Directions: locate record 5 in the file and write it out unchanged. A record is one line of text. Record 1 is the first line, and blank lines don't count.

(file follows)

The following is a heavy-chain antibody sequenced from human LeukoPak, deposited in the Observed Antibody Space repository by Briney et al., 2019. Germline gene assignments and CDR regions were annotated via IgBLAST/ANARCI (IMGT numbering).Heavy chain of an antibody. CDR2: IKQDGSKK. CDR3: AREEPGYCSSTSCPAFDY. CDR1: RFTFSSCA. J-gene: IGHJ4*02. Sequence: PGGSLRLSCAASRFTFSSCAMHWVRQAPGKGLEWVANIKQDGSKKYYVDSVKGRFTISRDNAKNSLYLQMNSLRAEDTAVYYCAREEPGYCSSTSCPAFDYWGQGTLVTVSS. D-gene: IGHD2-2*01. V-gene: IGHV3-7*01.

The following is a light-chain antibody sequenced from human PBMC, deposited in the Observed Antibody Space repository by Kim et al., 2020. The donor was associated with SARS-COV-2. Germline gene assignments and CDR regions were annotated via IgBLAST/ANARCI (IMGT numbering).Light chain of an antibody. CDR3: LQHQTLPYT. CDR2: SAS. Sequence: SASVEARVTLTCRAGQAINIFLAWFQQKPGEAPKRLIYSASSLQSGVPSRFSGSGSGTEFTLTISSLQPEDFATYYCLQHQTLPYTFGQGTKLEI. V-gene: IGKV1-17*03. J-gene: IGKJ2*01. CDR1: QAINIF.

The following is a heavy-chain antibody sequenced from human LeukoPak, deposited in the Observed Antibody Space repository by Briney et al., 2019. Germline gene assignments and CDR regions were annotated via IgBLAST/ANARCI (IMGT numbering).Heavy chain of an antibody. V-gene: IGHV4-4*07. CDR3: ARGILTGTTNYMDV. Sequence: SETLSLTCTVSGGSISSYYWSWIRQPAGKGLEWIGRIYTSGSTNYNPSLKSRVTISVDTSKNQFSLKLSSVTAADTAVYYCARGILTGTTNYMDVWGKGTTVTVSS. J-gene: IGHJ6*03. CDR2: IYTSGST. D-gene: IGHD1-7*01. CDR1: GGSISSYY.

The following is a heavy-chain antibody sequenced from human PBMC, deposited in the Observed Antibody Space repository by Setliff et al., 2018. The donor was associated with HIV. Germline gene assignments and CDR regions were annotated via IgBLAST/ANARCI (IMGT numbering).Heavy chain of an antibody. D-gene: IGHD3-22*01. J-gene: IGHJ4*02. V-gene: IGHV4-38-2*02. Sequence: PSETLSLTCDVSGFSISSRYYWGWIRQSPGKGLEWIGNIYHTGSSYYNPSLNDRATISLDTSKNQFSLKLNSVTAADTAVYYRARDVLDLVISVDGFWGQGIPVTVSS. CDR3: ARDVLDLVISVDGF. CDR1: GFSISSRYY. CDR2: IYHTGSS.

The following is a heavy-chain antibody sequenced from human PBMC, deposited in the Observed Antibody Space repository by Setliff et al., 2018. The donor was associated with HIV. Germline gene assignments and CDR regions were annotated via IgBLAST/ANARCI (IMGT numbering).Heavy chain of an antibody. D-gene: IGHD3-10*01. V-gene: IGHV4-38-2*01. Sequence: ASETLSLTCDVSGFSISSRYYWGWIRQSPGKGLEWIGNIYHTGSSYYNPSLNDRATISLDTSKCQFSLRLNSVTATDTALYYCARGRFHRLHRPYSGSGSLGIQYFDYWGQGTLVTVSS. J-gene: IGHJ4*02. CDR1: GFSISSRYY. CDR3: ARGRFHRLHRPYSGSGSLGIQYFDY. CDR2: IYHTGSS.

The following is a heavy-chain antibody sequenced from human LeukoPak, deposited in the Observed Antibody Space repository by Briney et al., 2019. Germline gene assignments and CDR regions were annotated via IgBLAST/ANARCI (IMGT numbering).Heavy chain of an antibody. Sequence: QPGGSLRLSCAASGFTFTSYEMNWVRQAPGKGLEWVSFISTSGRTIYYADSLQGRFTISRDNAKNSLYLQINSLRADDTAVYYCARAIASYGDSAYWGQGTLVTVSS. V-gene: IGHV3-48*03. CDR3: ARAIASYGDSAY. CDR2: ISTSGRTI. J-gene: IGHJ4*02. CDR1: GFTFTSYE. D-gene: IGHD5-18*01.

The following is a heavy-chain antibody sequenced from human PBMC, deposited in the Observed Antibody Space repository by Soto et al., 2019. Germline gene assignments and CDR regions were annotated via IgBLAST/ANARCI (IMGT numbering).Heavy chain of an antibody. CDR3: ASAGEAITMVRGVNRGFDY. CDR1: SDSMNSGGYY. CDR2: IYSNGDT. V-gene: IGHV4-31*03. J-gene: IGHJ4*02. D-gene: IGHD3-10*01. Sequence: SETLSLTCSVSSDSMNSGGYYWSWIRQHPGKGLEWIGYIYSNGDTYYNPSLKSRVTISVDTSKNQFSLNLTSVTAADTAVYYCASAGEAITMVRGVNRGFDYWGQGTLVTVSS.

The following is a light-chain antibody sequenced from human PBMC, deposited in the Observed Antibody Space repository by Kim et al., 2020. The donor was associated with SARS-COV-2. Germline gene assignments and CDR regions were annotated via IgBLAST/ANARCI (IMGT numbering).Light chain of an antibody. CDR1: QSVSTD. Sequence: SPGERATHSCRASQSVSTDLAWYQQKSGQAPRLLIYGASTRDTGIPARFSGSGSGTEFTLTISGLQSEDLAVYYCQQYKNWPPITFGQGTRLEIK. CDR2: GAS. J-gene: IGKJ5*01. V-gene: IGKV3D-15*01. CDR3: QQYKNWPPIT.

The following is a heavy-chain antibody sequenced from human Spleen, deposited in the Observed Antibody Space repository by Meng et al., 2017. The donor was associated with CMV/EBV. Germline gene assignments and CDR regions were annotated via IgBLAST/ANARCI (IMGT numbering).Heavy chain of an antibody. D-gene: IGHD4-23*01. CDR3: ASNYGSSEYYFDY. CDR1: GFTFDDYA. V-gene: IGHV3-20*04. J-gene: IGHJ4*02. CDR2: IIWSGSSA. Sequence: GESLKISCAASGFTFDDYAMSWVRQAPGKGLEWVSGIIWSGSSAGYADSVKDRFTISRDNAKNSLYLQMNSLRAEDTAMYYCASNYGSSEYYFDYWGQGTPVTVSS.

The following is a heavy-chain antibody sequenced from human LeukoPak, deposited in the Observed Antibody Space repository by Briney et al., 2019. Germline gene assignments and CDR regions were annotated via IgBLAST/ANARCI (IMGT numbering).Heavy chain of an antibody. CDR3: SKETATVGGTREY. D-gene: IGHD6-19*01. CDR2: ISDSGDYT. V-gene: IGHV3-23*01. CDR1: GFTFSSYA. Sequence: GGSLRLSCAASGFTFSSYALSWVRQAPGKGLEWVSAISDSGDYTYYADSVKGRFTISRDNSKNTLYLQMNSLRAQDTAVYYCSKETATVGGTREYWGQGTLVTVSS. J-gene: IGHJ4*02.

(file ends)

The following is a heavy-chain antibody sequenced from human PBMC, deposited in the Observed Antibody Space repository by Setliff et al., 2018. The donor was associated with HIV. Germline gene assignments and CDR regions were annotated via IgBLAST/ANARCI (IMGT numbering).Heavy chain of an antibody. D-gene: IGHD3-10*01. V-gene: IGHV4-38-2*01. Sequence: ASETLSLTCDVSGFSISSRYYWGWIRQSPGKGLEWIGNIYHTGSSYYNPSLNDRATISLDTSKCQFSLRLNSVTATDTALYYCARGRFHRLHRPYSGSGSLGIQYFDYWGQGTLVTVSS. J-gene: IGHJ4*02. CDR1: GFSISSRYY. CDR3: ARGRFHRLHRPYSGSGSLGIQYFDY. CDR2: IYHTGSS.